The manipulative guru who keeps responding your concerns with vaguely reasonable true-ish sounding things, that nonetheless leave you feeling painted into a corner.

The guy who's really stuck in their ontology, where you to make an argument, but it doesn't fit into their frame and they keep rounding the things you're trying to say to either the nearest concept in their own frame. Or, they conclude you're talking nonsense and don't bother listening. 

The guy who's stuck in their ontology (while trying to solve their own problems). Same as previous, but even when they're really motivated to solve their own problem, without arguing with anyone (or maybe talking to a close friend they're earnest trying to listen to), they still keep missing concepts that don't fit into their preconceptions.

The strangely disinterested guy, who you tell something pretty important that you think should be really relevant to their worldview (but maybe implies they're missing something important), and they... just don't seem that interested.

Why call it "Slipperiness?"

Okay, so I listed a bunch of examples. Are they actually the same phenonemon? The examples contain a bunch of rationality-errors, but maybe those are just a bunch of disparate errors and "epistemic slipperiness" is just "not being very good at rationality in a bunch of unrelated domains."

Eliezer's example was specifically about resolving internal mental pressures. Is that what all of them are about? Is that sufficient or useful?

A Noticing-Handle

I think I ended up writing this post because I've observed a bunch of situations that 'felt slippery' to me, and 'feeling slippery' was a noticing-handle I could explore, and then build a habit off of. (i.e. 'notice feeling of slipperiness' ->> 'do something on purpose to reduce the problems of the slipperiness')

Upon reflection, I think 'slipperiness' is mostly a feeling I get around other people. 

When I'm slipping, the feeling is more specific. When I've been the ideologue, or idealist with the confused plan, or the guy stuck-in-his-ontology, those each feel differently from the inside. It feels like defensiveness, or fear, or righteously doing the right thing.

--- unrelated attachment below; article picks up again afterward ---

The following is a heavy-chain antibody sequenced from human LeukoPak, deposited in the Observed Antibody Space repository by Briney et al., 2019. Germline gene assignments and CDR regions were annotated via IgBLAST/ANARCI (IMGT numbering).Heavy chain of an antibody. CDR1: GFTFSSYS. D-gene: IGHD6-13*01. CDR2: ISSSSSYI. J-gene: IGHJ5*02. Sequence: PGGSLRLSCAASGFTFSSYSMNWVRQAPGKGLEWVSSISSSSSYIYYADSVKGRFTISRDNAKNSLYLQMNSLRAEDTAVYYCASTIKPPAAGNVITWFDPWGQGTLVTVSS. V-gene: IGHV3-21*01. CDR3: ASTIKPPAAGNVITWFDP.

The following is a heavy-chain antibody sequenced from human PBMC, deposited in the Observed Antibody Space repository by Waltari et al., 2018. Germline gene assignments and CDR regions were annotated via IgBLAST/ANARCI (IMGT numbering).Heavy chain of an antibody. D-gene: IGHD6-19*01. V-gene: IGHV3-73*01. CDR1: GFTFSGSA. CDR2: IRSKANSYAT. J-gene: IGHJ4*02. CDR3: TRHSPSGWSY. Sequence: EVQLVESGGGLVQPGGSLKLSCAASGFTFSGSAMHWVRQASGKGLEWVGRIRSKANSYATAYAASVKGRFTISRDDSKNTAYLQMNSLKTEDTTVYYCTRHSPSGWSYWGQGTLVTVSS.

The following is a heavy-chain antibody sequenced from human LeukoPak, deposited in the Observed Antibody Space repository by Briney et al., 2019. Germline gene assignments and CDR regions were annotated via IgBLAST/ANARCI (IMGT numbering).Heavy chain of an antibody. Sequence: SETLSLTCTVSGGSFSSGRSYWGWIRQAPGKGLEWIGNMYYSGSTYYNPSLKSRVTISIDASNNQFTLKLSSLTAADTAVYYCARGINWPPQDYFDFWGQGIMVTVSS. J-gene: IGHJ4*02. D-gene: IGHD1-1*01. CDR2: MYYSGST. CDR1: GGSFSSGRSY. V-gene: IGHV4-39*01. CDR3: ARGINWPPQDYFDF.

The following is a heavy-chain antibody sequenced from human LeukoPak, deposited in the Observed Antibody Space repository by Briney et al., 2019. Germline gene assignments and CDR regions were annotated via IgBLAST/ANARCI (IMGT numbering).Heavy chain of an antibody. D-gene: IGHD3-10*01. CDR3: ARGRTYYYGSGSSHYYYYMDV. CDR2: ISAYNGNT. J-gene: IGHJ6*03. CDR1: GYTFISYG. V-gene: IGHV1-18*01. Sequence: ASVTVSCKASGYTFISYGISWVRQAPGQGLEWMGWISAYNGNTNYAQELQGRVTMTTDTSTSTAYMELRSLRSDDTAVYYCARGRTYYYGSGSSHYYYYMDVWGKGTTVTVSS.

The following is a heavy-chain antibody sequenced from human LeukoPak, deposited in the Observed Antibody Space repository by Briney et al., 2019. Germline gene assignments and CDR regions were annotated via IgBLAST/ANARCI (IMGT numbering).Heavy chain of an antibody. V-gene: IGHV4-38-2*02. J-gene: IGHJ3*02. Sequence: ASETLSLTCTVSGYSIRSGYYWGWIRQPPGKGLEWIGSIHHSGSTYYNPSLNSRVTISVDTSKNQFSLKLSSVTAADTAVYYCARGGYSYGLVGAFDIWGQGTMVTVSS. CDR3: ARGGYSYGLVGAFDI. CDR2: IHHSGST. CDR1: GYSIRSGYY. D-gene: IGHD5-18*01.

But when I'm talking to someone else, and I keep trying to point at some reasonable concept, and they keep missing it, and then persist in missing even after I've tried to point it out multiple ways, that gives me a slippery sensation.

Taxonomy of Slipperiness

Some distinctions that come up when I look over each of the above examples, and reflect on where slipperiness has come up in my life.

  • Invisible rationality errors that you completely fail to notice.
  • Persistent, reinforced rationality errors that maybe you do notice, or someone points them out, but then even when it's pointed out you still have trouble seeing it.
  • Communication failures. These usually involve at least one person making some kind of "internal rationality-error", but I think there's then some additional failures-that-feel-slippery where one person doesn't quite know how to communicate, and another person doesn't know how to listen.

I think these are mostly different phenomena.

For me, the "trump/simulation" thing was invisible, but not persistent. When I read the FB post, I was like "oh, I totally might have made the trump/simulation joke, and not noticed that it was pointing at an important sideways slide into non-reality, and yes, upon reflection it totally was an important sideways slide to avoid living in an uncomfortable reality." But, as soon as it was pointed out, I was like "oh, yeah that makes sense." 

By contrast – I've sometimes been "the angry guy conflating observations with assumptions." And then someone points that out, and then I'm either like "nu-uh" or like "I dunno, maybe, but you're being unreasonable" and not really hearing the thing. I'm in the middle of an argument, and much of my cognition is geared towards "winning". I'm incentivized not to notice the rationality-error that I'm making. And it's not until I'm outside the current conflict that I'm able to look at it clearly and thoughtfully. The failure is persistent.

Finally, there are moments I perceive 'slipperiness', where the main ingredient seems to be a joint-failure-to-communicate. This particularly comes up with frame/ontology disagreements, where one person is trying to "communicate in their native language", and the other person just has a totally different native language. 

Depth in persistent slipperiness. 

One type of slipping is to kinda notice the type of error you're making, and then convince yourself that you now "get it", when in fact you only got a pale shadow of the error you're making.